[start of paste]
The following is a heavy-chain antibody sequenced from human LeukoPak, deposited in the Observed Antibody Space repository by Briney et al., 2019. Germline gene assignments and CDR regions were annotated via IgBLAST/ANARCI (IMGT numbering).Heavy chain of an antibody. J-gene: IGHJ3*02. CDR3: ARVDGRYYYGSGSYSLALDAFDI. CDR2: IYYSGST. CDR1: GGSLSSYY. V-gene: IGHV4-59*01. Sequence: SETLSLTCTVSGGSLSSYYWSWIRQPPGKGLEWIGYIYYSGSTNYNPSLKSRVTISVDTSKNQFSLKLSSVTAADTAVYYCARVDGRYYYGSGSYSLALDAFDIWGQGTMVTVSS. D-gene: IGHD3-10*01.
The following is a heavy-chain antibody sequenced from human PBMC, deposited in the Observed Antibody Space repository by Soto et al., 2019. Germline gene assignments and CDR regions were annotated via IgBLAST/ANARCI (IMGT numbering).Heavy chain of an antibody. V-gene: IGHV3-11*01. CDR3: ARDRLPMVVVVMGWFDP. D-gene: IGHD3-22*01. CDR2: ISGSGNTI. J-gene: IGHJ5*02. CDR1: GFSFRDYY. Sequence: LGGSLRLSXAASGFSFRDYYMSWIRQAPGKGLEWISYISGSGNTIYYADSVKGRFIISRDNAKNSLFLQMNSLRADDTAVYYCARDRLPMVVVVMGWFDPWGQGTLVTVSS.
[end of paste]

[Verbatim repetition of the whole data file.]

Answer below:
The following is a heavy-chain antibody sequenced from human LeukoPak, deposited in the Observed Antibody Space repository by Briney et al., 2019. Germline gene assignments and CDR regions were annotated via IgBLAST/ANARCI (IMGT numbering).Heavy chain of an antibody. J-gene: IGHJ3*02. CDR3: ARVDGRYYYGSGSYSLALDAFDI. CDR2: IYYSGST. CDR1: GGSLSSYY. V-gene: IGHV4-59*01. Sequence: SETLSLTCTVSGGSLSSYYWSWIRQPPGKGLEWIGYIYYSGSTNYNPSLKSRVTISVDTSKNQFSLKLSSVTAADTAVYYCARVDGRYYYGSGSYSLALDAFDIWGQGTMVTVSS. D-gene: IGHD3-10*01.
The following is a heavy-chain antibody sequenced from human PBMC, deposited in the Observed Antibody Space repository by Soto et al., 2019. Germline gene assignments and CDR regions were annotated via IgBLAST/ANARCI (IMGT numbering).Heavy chain of an antibody. V-gene: IGHV3-11*01. CDR3: ARDRLPMVVVVMGWFDP. D-gene: IGHD3-22*01. CDR2: ISGSGNTI. J-gene: IGHJ5*02. CDR1: GFSFRDYY. Sequence: LGGSLRLSXAASGFSFRDYYMSWIRQAPGKGLEWISYISGSGNTIYYADSVKGRFIISRDNAKNSLFLQMNSLRADDTAVYYCARDRLPMVVVVMGWFDPWGQGTLVTVSS.